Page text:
meticulously unearthing black actors
who starred in long-forgotten sitcoms
and television movies, he doesn’t quite
know what to make of the 1990s.
Zook doesn’t seem to like television
any more than Bogle does, though she,
too, has a favorite program: Roc, a socially
conscious sitcom about an African
American garbage man, portrayed by
Charles S. Dutton. She writes that “Dutton
set out to portray a working-class
black family with all the love and the devotion
of the Huxtables, minus the
wealth.” Unlike so many segregated sitcoms
before it, Roc presented a black culture
that was thoroughly political.
As Zook tells it, the sitcom’s innovative
conception was the direct result of
its unusual genesis. Dutton was working
on a stage production of August Wilson’s
The Piano Lesson when he was offered
the opportunity to produce and star in
Roc. Zook writes:
Because the vast majority of Roc’s creative
team—its writers, producers, cast members,
and even one executive—were single mindedly
committed to the social vision of Charles
Dutton . . . this staff was unusually coherent
in both its goals and its sensibilities.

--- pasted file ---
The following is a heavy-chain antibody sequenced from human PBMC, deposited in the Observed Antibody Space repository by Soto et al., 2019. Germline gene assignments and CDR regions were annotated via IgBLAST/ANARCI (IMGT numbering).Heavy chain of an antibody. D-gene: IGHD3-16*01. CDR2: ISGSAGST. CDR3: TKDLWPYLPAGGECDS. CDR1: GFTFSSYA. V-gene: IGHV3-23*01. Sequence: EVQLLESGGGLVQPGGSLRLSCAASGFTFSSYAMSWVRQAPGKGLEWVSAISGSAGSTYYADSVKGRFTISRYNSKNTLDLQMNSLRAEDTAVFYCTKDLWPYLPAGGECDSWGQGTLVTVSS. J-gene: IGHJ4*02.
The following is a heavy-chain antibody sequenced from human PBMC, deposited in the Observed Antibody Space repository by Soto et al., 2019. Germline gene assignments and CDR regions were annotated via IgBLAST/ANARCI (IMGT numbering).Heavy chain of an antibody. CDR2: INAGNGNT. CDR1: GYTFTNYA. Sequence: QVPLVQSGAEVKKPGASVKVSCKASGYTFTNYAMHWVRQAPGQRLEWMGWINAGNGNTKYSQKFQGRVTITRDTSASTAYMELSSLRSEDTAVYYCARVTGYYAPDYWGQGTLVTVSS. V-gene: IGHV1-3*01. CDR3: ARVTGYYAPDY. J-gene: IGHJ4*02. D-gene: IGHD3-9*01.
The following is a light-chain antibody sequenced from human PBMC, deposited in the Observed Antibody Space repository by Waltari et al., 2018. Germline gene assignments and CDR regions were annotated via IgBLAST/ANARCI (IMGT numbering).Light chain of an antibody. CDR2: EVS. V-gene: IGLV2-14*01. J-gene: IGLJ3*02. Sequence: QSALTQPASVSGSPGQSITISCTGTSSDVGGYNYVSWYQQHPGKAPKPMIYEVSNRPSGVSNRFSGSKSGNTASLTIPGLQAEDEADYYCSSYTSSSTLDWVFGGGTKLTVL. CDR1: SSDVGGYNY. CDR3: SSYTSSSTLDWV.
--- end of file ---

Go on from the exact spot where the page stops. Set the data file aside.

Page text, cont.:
Unfortunately, a unified “social vision”
isn’t always a recipe for a great sitcom.
Roc had a pronounced tendency toward
triteness, and—if you haven’t already
guessed—it wasn’t very funny. The
show’s commitment to racial uplift often
found voice in hokey platitudes, and Roc
had to deliver great gobs of boilerplate.
One monologue ended, “It’s up to the
people of this community to take personal
responsibility to clean this neighborhood
up.” For goodness sake, bring
on the Kingfish!
Of course, Roc was the exception
rather than the rule. The most-popular
black sitcom of the 1990s was an irrepressibly
funny, doggedly offensive show
on the Fox Network called Martin. Martin
Lawrence, its jug-eared star, had made
his name with lewd routines on the
stand-up comedy circuit, and week after
week,Martin pushed the bounds of good...